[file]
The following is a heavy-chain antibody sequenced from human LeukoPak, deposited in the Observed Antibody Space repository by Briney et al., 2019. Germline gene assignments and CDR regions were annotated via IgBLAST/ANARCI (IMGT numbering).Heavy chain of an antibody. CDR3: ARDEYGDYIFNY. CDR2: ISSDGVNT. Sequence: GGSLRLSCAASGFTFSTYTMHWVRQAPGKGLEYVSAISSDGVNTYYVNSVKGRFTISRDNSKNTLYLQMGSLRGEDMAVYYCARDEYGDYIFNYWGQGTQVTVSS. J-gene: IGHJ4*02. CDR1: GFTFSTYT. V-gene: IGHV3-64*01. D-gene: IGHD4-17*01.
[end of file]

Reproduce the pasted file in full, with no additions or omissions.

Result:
The following is a heavy-chain antibody sequenced from human LeukoPak, deposited in the Observed Antibody Space repository by Briney et al., 2019. Germline gene assignments and CDR regions were annotated via IgBLAST/ANARCI (IMGT numbering).Heavy chain of an antibody. CDR3: ARDEYGDYIFNY. CDR2: ISSDGVNT. Sequence: GGSLRLSCAASGFTFSTYTMHWVRQAPGKGLEYVSAISSDGVNTYYVNSVKGRFTISRDNSKNTLYLQMGSLRGEDMAVYYCARDEYGDYIFNYWGQGTQVTVSS. J-gene: IGHJ4*02. CDR1: GFTFSTYT. V-gene: IGHV3-64*01. D-gene: IGHD4-17*01.